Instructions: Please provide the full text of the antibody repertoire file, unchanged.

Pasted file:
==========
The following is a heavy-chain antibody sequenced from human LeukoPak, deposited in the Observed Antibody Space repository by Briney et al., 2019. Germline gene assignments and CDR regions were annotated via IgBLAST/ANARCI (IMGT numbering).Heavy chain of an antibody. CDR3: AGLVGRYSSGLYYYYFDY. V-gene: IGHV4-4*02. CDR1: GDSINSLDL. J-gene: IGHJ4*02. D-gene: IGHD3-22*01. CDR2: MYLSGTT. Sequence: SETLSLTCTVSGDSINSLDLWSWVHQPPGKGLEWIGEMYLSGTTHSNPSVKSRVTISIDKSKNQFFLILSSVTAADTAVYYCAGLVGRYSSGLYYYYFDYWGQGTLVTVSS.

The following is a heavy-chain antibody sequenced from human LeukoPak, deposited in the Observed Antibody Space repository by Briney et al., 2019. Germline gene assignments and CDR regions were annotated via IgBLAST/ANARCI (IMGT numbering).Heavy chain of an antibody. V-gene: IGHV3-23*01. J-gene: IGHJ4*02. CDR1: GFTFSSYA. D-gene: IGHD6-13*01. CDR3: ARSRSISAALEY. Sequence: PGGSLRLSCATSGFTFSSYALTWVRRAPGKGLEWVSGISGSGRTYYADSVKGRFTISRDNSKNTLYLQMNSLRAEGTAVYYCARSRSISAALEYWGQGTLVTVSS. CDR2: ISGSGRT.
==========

The following is a heavy-chain antibody sequenced from human LeukoPak, deposited in the Observed Antibody Space repository by Briney et al., 2019. Germline gene assignments and CDR regions were annotated via IgBLAST/ANARCI (IMGT numbering).Heavy chain of an antibody. CDR3: AGLVGRYSSGLYYYYFDY. V-gene: IGHV4-4*02. CDR1: GDSINSLDL. J-gene: IGHJ4*02. D-gene: IGHD3-22*01. CDR2: MYLSGTT. Sequence: SETLSLTCTVSGDSINSLDLWSWVHQPPGKGLEWIGEMYLSGTTHSNPSVKSRVTISIDKSKNQFFLILSSVTAADTAVYYCAGLVGRYSSGLYYYYFDYWGQGTLVTVSS.

The following is a heavy-chain antibody sequenced from human LeukoPak, deposited in the Observed Antibody Space repository by Briney et al., 2019. Germline gene assignments and CDR regions were annotated via IgBLAST/ANARCI (IMGT numbering).Heavy chain of an antibody. V-gene: IGHV3-23*01. J-gene: IGHJ4*02. CDR1: GFTFSSYA. D-gene: IGHD6-13*01. CDR3: ARSRSISAALEY. Sequence: PGGSLRLSCATSGFTFSSYALTWVRRAPGKGLEWVSGISGSGRTYYADSVKGRFTISRDNSKNTLYLQMNSLRAEGTAVYYCARSRSISAALEYWGQGTLVTVSS. CDR2: ISGSGRT.